Avandia Raises Heart Failure Risk More Than Actos

"The data presented by Juurlink do not support the suggestion that you should favor one drug over the other," de Vries said. "There is no reason to believe yet that there is a difference."

People who have a preexisting heart condition should not be started on either of these drugs, de Vries stressed. Patients who develop heart failure should have the drug discontinued, because the condition is usually reversible, she added.

Another expert, Dr. Carl J. Lavie, medical director for cardiac rehabilitation and prevention director of the Stress Testing Laboratory at the Ochsner Heart and Vascular Institute in New Orleans, thinks the study gives more reasons not to use Avandia.

"I believe that most clinicians have stopped using Avandia -- some will use Actos instead or go to another class completely," Lavie said.

Lavie noted that an ongoing study assessing Avandia and Actos in a head-to-head comparison should provide more answers about these drugs.

"Until then, this current study provides further ammunition against using Avandia or at least for trying Actos first, which is along the same lines as the current American Diabetes Association and European guidelines anyway," Lavie said. "Most will, and should, avoid either agent in a patient with heart failure or high heart failure risk."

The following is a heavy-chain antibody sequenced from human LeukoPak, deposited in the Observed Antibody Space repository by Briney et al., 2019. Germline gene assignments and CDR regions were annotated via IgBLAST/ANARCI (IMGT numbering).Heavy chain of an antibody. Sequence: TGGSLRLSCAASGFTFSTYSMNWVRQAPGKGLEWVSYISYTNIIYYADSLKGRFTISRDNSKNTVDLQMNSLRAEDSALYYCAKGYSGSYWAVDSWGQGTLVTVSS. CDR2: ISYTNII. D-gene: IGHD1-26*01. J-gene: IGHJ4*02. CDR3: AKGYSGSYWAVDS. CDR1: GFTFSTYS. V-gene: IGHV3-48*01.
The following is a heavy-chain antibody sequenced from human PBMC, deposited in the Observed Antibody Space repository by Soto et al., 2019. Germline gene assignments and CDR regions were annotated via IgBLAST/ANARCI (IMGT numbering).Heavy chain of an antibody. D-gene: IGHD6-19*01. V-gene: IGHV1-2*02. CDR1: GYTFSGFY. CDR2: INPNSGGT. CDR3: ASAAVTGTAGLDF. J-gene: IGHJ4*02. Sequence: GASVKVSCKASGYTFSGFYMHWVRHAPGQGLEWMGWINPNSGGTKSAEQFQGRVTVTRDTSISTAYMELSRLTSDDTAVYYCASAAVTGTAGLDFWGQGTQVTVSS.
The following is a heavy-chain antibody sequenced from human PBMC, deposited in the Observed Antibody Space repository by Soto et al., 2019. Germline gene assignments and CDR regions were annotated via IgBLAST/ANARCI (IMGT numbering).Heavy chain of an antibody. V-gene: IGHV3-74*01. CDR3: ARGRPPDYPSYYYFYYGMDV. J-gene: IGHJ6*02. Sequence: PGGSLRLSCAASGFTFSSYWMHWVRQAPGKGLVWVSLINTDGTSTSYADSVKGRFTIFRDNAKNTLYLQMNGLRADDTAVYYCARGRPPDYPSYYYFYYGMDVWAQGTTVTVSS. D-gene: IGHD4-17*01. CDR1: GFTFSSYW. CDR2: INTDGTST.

"Both drugs have a place in treating diabetes, but not if you have a preexisting heart condition," de Vries said.

More information

For more information on diabetes, visit the U.S. National Institute of Diabetes and Digestive and Kidney Diseases.

SOURCES: David Juurlink, M.D., Ph.D., Division Head, Clinical Pharmacology and Toxicology, Sunnybrook Health Sciences Centre, Toronto; Steven E. Nissen, M.D., chairman, Department of Cardiovascular Medicine, Cleveland Clinic, Ohio; Corinne de Vries, Ph.D., professor, pharmacoepidemiology, Department of Pharmacy and Pharmacology, University of Bath, England; Carl J. Lavie, M.D., medical director, cardiac rehabilitation, and prevention director, Stress Testing Laboratory, Ochsner Heart and Vascular Institute, New Orleans; Aug. 19, 2009, BMJ, online

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